It’s a convoluted question, so bear with me: Can the circumstances following a clear violation of the unwritten rules somehow alter how that rule is perceived?
In other words, might the end of a play justify the means?
The play in question is Jarrod Dyson’s bunt in the sixth inning of yesterday’s game against the Tigers, which broke up Justin Verlander’s perfect game.
Such a thing, of course, has long been frowned upon by baseball moralists as disrespectful of a pitcher’s attempt at greatness. To challenge a guy fully, the theory goes, one must do so in a straightforward manner, without trickery or deceit.
The most famous example of this, as outlined in The Baseball Codes, was the bunt laid down by Padres catcher Ben Davis against Arizona’s Curt Schilling in 2001. Davis was San Diego’s 23rd batter of the night but the first—after his ill-executed attempt managed to drop between the mound and second base—to reach safely. Afterward, Diamondbacks manager Bob Brenly called the play “chickenshit” and said that Davis “has a lot to learn about how the game is played.”
Part of it was the intrusion on attempted perfection. Part of it was that Davis was a slow-footed catcher for whom bunting and speed were hardly part of his repertoire. Part of it was that the attempt came in the eighth inning, with Schilling only five outs from immortality.
One detail, however, served as adequate cover. The score was 2-0, and Davis had managed to bring the tying run to the plate. No matter how much animosity his bunt engendered in the opposing dugout, it is impossible to ignore the prime directive governing baseball’s unwritten rules: Winning trumps everything, and Davis had given his team its best chance on the day to win. Justification.
The circumstances yesterday in Seattle were somewhat different. Dyson’s bunt came in the sixth inning—early enough, perhaps, to validate it on its own merits. Take it from a different Seattle player, Jarrod Washburn—who pitched for the Mariners for four seasons, through 2009—whose own no-hitter was broken up by a bunt from Tampa Bay rookie Ben Zobrist in 2006. Like Dyson, Zobrist did it in the sixth inning, and it didn’t bother Washburn a bit. “If it was the eighth or ninth, maybe that would have rubbed me the wrong way,” he said at the time, “but bunting is just part of the game, and he was just trying to make something happen.”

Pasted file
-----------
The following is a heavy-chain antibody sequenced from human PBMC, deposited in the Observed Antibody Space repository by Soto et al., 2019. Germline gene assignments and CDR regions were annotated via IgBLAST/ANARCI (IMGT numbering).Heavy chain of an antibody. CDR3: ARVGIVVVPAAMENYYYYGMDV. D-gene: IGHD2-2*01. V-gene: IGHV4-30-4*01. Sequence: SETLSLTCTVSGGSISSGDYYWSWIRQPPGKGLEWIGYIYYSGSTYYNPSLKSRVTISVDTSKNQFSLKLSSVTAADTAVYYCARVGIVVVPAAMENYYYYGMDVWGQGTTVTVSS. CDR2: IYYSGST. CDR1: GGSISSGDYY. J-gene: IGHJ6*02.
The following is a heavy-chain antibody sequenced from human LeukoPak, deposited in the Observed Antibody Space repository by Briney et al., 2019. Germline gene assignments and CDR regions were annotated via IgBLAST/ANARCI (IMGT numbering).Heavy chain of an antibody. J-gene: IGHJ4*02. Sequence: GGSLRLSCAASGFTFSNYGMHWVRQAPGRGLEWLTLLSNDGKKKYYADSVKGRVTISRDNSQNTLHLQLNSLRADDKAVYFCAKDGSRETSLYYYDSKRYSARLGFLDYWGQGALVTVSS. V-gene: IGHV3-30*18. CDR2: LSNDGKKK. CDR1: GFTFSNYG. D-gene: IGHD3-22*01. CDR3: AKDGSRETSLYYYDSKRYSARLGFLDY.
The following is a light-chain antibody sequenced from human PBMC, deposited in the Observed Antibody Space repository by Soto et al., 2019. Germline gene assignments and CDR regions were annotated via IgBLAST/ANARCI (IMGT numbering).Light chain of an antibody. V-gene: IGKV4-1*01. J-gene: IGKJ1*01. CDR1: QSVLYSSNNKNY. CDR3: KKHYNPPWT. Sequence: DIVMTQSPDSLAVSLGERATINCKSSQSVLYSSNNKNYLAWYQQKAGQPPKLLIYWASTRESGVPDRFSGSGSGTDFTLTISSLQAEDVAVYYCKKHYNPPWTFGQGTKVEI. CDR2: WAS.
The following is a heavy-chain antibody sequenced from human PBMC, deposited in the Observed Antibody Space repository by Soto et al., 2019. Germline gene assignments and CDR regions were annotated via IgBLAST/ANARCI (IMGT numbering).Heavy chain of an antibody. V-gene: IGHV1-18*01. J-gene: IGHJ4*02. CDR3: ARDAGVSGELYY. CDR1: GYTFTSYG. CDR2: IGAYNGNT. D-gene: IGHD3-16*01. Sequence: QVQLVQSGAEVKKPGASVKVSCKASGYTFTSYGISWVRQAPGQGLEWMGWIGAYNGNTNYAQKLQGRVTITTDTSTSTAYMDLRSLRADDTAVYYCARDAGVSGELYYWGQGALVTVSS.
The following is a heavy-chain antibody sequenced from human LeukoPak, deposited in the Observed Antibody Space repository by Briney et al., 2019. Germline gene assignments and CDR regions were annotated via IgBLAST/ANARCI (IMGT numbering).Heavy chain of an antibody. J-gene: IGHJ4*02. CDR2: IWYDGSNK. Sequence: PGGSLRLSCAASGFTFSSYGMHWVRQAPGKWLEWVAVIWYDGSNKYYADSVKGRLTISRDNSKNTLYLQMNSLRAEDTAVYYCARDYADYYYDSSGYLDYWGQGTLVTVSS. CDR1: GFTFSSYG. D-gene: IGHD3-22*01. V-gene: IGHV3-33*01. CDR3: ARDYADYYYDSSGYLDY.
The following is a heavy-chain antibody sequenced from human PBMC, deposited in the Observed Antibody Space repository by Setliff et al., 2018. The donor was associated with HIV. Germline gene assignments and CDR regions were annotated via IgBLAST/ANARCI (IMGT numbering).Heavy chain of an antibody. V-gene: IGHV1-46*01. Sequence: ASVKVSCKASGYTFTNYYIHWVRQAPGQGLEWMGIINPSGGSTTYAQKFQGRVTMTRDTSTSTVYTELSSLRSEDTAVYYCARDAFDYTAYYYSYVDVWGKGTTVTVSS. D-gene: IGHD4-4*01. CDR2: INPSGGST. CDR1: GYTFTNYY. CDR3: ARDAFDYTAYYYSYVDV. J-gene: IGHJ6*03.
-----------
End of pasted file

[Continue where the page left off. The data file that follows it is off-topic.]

Also in Dyson’s favor is that, unlike Davis, speed is an integral part of his game. Still, the play occurred while the Tigers held a 4-0 lead, and Dyson hardly represented the tying run. Sixteen years earlier, Davis could have creditably claimed that winning informed his strategy, but down four runs, Dyson’s rationalization was considerably more specious … save for two little words: And then.
And then, pitching out of the stretch for the first time all night, Verlander walked Mike Zunino. And then Jean Segura collected an infield single to load the bases. And then Ben Gamel scored Dyson with a single to center. And then, after Verlander struck out Robinson Cano, Nelson Cruz brought home two more with a double. And then it was 4-3 and Verlander’s day was over. After retiring Seattle’s first 16 hitters, he retired only one of its next six, including Dyson’s bunt. Seattle scored four more against Detroit’s bullpen, and went home with a 7-5 victory.
Regardless of how things may have seemed at the moment Dyson laid down his bunt, there’s no questioning that the effort played a significant role in his team’s victory. Justification.
After the game, Verlander said that he had no problem with Dyson’s strategy. The best summation, however, came from Schilling, in reference to his own spoiled no-hitter all those years earlier. “Unwritten rules or not, you’re paid to win games,” he said in The Baseball Codes. “That’s the only reason you’re playing in the big leagues.”